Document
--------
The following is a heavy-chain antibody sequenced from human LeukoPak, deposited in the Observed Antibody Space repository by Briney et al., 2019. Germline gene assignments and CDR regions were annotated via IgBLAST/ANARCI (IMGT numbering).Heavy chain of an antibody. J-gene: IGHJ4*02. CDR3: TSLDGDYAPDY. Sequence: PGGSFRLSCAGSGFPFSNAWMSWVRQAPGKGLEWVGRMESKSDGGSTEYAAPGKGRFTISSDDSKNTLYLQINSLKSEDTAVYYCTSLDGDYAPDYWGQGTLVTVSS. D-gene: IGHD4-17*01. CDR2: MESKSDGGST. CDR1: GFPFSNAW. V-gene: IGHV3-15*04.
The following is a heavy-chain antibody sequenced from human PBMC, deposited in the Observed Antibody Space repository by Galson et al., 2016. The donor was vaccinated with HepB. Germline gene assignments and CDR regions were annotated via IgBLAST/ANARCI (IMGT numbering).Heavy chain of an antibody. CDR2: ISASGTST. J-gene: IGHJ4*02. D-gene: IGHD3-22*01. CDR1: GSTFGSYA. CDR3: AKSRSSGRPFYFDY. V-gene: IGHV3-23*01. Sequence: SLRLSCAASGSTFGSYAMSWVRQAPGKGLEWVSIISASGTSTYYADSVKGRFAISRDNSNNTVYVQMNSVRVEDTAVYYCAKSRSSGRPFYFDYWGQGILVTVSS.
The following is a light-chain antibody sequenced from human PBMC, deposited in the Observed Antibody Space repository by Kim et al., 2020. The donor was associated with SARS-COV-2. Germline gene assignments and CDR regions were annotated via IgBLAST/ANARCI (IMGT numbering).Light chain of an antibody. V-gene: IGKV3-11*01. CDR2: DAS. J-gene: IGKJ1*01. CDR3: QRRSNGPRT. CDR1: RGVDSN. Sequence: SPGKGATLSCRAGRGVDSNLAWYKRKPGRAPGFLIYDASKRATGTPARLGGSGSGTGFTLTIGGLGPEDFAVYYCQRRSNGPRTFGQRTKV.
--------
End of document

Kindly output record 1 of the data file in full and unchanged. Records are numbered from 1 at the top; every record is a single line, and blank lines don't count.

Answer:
The following is a heavy-chain antibody sequenced from human LeukoPak, deposited in the Observed Antibody Space repository by Briney et al., 2019. Germline gene assignments and CDR regions were annotated via IgBLAST/ANARCI (IMGT numbering).Heavy chain of an antibody. J-gene: IGHJ4*02. CDR3: TSLDGDYAPDY. Sequence: PGGSFRLSCAGSGFPFSNAWMSWVRQAPGKGLEWVGRMESKSDGGSTEYAAPGKGRFTISSDDSKNTLYLQINSLKSEDTAVYYCTSLDGDYAPDYWGQGTLVTVSS. D-gene: IGHD4-17*01. CDR2: MESKSDGGST. CDR1: GFPFSNAW. V-gene: IGHV3-15*04.